“God is able to accomplish His plans and purposes on behalf of His people either through or in spite of ungodly or even hostile government authorities. Our faith walk often requires that we trust and rely on God to make a way where there is no way … Have faith even when things seem impossible” - Leslyn Musch, Truth-In-Action-Through-Ezra, New Spirit-Filled Life Bible, p. 611.

This is a challenge to me to look at the things in my world that seem impossible (personally, family-wise, politically in my country and even internationally) and to keep bringing them to God in prayer. Perhaps even my (and yours too) ongoing concern is His Spirit reminding us about these things so we will keep praying and looking for His answers.

Paul: “Likewise the Spirit also helps in our weaknesses. For we do not know what we should pray for as we ought, but the Spirit Himself makes intercession for us with groanings which cannot be uttered” - Romans 8:26.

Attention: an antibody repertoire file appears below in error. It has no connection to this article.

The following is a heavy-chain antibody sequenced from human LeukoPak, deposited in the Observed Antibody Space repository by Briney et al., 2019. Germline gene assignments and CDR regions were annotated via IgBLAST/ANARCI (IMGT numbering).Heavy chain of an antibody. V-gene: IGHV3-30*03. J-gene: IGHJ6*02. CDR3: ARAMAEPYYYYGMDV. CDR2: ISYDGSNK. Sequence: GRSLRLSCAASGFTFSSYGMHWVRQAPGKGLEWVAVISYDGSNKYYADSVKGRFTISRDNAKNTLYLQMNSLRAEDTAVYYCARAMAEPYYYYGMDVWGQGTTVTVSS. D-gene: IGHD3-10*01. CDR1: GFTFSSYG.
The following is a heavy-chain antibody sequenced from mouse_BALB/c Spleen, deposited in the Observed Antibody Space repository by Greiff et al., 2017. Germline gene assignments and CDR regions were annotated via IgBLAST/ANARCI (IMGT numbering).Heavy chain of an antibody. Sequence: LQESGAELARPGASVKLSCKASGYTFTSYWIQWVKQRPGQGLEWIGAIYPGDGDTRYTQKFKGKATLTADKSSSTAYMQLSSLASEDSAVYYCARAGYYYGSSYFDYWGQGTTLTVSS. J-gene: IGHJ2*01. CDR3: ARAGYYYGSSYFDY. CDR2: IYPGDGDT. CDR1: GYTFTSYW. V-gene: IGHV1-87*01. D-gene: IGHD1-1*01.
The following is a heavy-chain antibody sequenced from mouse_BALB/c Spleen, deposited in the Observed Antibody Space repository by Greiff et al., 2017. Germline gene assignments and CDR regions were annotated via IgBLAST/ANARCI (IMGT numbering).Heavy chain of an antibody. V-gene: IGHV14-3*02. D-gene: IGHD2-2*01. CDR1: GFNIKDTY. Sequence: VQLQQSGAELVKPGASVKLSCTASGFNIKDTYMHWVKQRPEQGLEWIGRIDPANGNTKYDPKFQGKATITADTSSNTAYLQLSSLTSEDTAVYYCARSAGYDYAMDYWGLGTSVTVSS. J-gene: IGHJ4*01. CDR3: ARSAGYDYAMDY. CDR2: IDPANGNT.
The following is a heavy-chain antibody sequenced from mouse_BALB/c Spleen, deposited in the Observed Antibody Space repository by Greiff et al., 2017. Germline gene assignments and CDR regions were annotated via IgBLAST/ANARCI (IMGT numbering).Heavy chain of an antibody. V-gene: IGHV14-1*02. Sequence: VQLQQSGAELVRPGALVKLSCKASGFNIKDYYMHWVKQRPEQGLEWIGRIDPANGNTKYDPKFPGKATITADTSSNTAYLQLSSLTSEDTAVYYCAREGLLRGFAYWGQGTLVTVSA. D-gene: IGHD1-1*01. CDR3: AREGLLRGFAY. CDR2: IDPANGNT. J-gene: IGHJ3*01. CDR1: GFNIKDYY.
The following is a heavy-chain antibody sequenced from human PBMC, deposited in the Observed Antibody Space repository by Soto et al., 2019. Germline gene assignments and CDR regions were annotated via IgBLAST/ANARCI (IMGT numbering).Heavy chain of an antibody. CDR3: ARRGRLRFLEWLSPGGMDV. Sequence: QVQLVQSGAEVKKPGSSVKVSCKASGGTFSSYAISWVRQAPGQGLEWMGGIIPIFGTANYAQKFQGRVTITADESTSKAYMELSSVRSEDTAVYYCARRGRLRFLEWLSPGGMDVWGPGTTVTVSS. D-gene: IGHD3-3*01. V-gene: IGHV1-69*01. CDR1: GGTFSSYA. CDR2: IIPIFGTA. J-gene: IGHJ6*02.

Jesus: And whatever things you ask in prayer, believing you will receive” - Matthew 21:22.

PRAYER: Dear Father, thank You for this story of Your purpose accomplished through unlikely Cyrus. I trust You to work similarly in my time through likely and unlikely people and circumstances. “Your will be done on earth as it is in heaven.” Amen.


The Bible Project VIDEO: Ezra & Nehemiah (Read Scripture Series)

Unless otherwise noted all Scripture quotations are taken from the New King James Version®. Copyright © 1982 by Thomas Nelson, Inc. Used by permission. All rights reserved.